SAN ANTONIO – On Monday, San Antonio became the first Texas city to impose a minimum purchase age of 21 for all tobacco products, including chewing tobacco, electronic smoking products, cigars, cigarettes and hookah tobacco, Texas Public Radio reports. The ordinance will not fine or cite people younger than 21 for possession of tobacco.
The law only affects retailers within the city limits. That’s something that Anwar Tahir, a c-store owner and president of the Association of Convenience Store Retailers, is concerned about. Part of the problem stems from the overlap between San Antonio city limits and nearby localities. For example, San Antonio and Windcrest are separated by a mere city block, so a convenience store on one side of the street can’t sell tobacco to those under 21, while the retailer across the street can.
“We still support this law. I’d love to have this law, but it has to be statewide,” Tahir said. “[The under-21 customer is] not just going to just buy a cigar there and come back to my store and get gas or other stuff.”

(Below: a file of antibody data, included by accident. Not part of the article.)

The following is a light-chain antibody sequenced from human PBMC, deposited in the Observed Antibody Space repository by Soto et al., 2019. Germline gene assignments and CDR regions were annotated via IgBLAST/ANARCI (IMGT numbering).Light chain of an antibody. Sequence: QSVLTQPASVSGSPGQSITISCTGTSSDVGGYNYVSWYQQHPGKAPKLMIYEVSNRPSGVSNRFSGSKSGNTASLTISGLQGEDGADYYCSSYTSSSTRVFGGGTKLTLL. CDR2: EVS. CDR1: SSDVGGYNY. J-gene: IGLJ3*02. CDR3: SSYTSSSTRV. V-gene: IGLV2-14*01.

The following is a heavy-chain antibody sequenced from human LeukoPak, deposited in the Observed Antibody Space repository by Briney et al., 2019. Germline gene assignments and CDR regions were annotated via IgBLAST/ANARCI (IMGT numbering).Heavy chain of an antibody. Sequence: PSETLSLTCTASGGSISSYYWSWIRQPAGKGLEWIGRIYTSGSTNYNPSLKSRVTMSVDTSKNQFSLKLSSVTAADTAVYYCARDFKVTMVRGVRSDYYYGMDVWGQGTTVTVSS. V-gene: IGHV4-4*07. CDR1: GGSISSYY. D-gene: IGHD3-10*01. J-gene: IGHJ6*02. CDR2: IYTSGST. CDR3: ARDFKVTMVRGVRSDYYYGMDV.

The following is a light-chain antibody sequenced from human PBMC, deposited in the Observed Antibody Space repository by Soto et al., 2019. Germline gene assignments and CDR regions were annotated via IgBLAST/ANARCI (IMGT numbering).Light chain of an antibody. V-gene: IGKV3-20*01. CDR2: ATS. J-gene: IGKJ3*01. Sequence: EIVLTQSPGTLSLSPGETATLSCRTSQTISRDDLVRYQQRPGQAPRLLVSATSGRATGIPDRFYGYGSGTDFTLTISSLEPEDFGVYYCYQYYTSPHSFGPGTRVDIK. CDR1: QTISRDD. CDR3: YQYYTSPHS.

“These types of ordinances create an unfair playing field for our retailers,” Jesus Azanza, director of communications and marketing for the Texas Food & Fuel Association (TFFA), told NACS Daily. Azanza’s group worked with the Association of Convenience Store Retailers to try to block the ordinance. During the next legislative session, TFFA will be talking with legislators about crafting a bill that would prevent localities from passing similar ordinances.
San Antonio retailers have a three-month grace period to acclimate to the new ordinance. Currently, there are six states with a minimum tobacco-buying age of 21: California, Maine, Hawaii, New Jersey, Oregon and Rhode Island.